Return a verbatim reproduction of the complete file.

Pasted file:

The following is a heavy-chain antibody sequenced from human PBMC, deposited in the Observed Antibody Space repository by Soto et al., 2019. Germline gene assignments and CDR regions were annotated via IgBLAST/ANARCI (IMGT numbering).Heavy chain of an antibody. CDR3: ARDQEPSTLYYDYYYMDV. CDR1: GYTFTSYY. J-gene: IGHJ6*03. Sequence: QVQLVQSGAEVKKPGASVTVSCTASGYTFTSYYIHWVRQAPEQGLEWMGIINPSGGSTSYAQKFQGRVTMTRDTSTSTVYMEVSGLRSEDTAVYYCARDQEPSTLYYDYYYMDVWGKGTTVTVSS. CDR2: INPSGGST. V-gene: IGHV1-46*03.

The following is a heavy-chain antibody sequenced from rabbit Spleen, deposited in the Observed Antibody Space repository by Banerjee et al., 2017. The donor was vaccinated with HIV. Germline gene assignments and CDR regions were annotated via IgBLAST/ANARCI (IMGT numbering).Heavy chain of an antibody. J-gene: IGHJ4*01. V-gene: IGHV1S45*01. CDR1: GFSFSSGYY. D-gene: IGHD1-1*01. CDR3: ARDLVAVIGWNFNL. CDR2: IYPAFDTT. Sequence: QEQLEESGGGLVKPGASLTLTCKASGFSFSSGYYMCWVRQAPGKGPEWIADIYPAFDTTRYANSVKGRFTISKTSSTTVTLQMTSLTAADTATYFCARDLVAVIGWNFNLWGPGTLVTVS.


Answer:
The following is a heavy-chain antibody sequenced from human PBMC, deposited in the Observed Antibody Space repository by Soto et al., 2019. Germline gene assignments and CDR regions were annotated via IgBLAST/ANARCI (IMGT numbering).Heavy chain of an antibody. CDR3: ARDQEPSTLYYDYYYMDV. CDR1: GYTFTSYY. J-gene: IGHJ6*03. Sequence: QVQLVQSGAEVKKPGASVTVSCTASGYTFTSYYIHWVRQAPEQGLEWMGIINPSGGSTSYAQKFQGRVTMTRDTSTSTVYMEVSGLRSEDTAVYYCARDQEPSTLYYDYYYMDVWGKGTTVTVSS. CDR2: INPSGGST. V-gene: IGHV1-46*03.

The following is a heavy-chain antibody sequenced from rabbit Spleen, deposited in the Observed Antibody Space repository by Banerjee et al., 2017. The donor was vaccinated with HIV. Germline gene assignments and CDR regions were annotated via IgBLAST/ANARCI (IMGT numbering).Heavy chain of an antibody. J-gene: IGHJ4*01. V-gene: IGHV1S45*01. CDR1: GFSFSSGYY. D-gene: IGHD1-1*01. CDR3: ARDLVAVIGWNFNL. CDR2: IYPAFDTT. Sequence: QEQLEESGGGLVKPGASLTLTCKASGFSFSSGYYMCWVRQAPGKGPEWIADIYPAFDTTRYANSVKGRFTISKTSSTTVTLQMTSLTAADTATYFCARDLVAVIGWNFNLWGPGTLVTVS.